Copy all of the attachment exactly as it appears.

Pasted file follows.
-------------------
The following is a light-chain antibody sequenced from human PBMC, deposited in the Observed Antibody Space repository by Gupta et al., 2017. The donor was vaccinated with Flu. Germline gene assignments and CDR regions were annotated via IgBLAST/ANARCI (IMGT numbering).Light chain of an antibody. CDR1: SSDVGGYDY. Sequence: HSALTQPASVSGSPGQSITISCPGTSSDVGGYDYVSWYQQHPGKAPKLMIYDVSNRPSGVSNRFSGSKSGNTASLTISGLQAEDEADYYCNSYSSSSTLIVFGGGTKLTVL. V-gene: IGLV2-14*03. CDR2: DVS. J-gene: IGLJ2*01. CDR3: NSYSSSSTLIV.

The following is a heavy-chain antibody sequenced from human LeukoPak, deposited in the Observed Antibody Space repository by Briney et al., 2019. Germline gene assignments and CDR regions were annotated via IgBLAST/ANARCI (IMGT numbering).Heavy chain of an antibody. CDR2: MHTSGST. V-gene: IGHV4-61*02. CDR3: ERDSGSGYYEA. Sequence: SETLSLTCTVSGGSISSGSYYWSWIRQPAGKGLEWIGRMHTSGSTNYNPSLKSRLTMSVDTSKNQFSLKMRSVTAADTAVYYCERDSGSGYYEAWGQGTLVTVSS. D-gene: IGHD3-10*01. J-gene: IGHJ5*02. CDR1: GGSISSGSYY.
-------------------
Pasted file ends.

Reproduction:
The following is a light-chain antibody sequenced from human PBMC, deposited in the Observed Antibody Space repository by Gupta et al., 2017. The donor was vaccinated with Flu. Germline gene assignments and CDR regions were annotated via IgBLAST/ANARCI (IMGT numbering).Light chain of an antibody. CDR1: SSDVGGYDY. Sequence: HSALTQPASVSGSPGQSITISCPGTSSDVGGYDYVSWYQQHPGKAPKLMIYDVSNRPSGVSNRFSGSKSGNTASLTISGLQAEDEADYYCNSYSSSSTLIVFGGGTKLTVL. V-gene: IGLV2-14*03. CDR2: DVS. J-gene: IGLJ2*01. CDR3: NSYSSSSTLIV.

The following is a heavy-chain antibody sequenced from human LeukoPak, deposited in the Observed Antibody Space repository by Briney et al., 2019. Germline gene assignments and CDR regions were annotated via IgBLAST/ANARCI (IMGT numbering).Heavy chain of an antibody. CDR2: MHTSGST. V-gene: IGHV4-61*02. CDR3: ERDSGSGYYEA. Sequence: SETLSLTCTVSGGSISSGSYYWSWIRQPAGKGLEWIGRMHTSGSTNYNPSLKSRLTMSVDTSKNQFSLKMRSVTAADTAVYYCERDSGSGYYEAWGQGTLVTVSS. D-gene: IGHD3-10*01. J-gene: IGHJ5*02. CDR1: GGSISSGSYY.